Intensive agriculture has gradually dried the country’s ponds out, and soils are no longer able to handle violent rains, creating increased flooding and lethal mud slides. EURACTIV’s partner Ouest-France reports.
Within two centuries, Switzerland has lost 90% of its natural ponds, according to Eawag, the Swiss federal institute of aquatic science and technology. On Tuesday (5 September) Eawag and the universities of Zurich and Lausanne published an alarming study. “There are only 32,000 pools and ponds left. For biodiversity and flood protection, this is critical,” warns Swiss biologist Beat Oertli.
The study did not go unnoticed in the Swiss press. In August, two devastating rock and mudslides took place in Val Bregaglia, near the border with Italy. Eight people disappeared. Frequent in the mountains, the sudden floods that caused them have become more and more violent in plains at lower altitudes. The Swiss scientists, who describe a much less “green” Switzerland than in the past, say the fault lies with “dried ponds, and underground streams”.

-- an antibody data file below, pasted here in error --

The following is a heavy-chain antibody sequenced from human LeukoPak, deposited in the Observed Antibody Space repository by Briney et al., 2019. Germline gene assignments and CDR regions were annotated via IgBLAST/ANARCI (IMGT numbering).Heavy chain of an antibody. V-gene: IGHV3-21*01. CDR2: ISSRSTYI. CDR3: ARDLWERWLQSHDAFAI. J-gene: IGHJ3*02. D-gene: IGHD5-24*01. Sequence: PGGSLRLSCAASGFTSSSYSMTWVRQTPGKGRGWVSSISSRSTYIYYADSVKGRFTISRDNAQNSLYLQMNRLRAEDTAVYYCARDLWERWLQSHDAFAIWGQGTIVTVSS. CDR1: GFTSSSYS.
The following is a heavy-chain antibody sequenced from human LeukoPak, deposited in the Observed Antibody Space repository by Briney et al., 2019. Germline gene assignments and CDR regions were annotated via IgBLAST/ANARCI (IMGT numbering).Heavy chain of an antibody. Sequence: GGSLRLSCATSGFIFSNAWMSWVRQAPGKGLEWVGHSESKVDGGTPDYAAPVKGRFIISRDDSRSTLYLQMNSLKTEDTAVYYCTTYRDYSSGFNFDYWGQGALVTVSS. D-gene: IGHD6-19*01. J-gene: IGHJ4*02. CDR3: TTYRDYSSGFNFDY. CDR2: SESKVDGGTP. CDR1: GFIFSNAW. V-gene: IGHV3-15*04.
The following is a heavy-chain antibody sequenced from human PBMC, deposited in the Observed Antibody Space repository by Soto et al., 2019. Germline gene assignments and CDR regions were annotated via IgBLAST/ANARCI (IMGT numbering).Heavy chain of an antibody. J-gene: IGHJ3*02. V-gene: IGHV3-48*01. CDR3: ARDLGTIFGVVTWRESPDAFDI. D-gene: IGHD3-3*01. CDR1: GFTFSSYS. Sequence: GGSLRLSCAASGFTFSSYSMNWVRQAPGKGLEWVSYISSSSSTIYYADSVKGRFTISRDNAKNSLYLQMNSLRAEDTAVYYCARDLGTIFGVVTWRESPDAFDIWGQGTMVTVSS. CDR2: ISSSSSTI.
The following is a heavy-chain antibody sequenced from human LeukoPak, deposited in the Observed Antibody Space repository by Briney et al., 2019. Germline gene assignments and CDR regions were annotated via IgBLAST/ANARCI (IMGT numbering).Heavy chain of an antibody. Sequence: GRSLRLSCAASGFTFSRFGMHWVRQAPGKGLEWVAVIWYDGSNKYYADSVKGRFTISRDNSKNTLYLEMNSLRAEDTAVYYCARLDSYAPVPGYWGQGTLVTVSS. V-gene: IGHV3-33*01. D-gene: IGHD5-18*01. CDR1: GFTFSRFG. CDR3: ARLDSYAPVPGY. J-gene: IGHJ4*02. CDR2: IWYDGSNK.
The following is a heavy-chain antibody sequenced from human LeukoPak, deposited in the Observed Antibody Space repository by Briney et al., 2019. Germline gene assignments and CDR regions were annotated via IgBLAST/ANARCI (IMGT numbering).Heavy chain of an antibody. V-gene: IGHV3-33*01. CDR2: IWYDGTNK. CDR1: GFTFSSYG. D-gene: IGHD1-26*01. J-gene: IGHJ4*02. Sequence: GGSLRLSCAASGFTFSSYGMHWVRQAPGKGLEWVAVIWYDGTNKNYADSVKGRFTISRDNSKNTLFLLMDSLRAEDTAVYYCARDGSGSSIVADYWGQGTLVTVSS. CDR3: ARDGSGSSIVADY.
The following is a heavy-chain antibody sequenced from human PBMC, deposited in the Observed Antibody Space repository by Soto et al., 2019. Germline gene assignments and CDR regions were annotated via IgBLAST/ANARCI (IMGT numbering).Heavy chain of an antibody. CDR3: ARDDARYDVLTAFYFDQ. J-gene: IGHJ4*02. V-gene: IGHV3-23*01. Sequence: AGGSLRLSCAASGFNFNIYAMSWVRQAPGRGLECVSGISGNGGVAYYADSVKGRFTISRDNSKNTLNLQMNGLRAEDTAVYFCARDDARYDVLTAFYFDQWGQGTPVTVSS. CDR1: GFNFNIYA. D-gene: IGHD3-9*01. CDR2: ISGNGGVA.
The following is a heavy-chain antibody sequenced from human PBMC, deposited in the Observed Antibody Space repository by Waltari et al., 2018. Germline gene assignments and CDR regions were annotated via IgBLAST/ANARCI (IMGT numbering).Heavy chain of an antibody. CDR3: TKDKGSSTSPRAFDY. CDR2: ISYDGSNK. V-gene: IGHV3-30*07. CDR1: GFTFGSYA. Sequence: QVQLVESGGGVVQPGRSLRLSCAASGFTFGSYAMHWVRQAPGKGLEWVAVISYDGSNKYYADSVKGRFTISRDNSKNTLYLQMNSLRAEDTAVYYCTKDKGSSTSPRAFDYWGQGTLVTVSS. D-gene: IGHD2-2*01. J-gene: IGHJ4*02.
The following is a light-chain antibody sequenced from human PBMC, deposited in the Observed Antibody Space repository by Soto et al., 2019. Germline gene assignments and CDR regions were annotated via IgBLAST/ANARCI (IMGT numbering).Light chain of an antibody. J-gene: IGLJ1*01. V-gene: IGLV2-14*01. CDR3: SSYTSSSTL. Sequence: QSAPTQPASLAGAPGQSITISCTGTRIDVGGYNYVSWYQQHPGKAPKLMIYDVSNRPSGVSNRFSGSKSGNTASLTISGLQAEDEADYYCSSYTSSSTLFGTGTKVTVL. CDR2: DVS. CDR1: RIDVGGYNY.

There is an urgent need to protect remaining ponds and “to create new ones whenever possible”, says Beert Oertli. These ponds with frogs “render an enormous service. They purify water from pesticides, they retain flooding, and they protect against erosion”.
Intensive agriculture is said to be responsible for “most of the damage” to the aquatic environment. Eva Reinhard, the deputy director of the Federal Office for Agriculture, promised a new agricultural policy for 2022. “We will take a pioneering role in terms of resource efficiency at the international level,” she announced.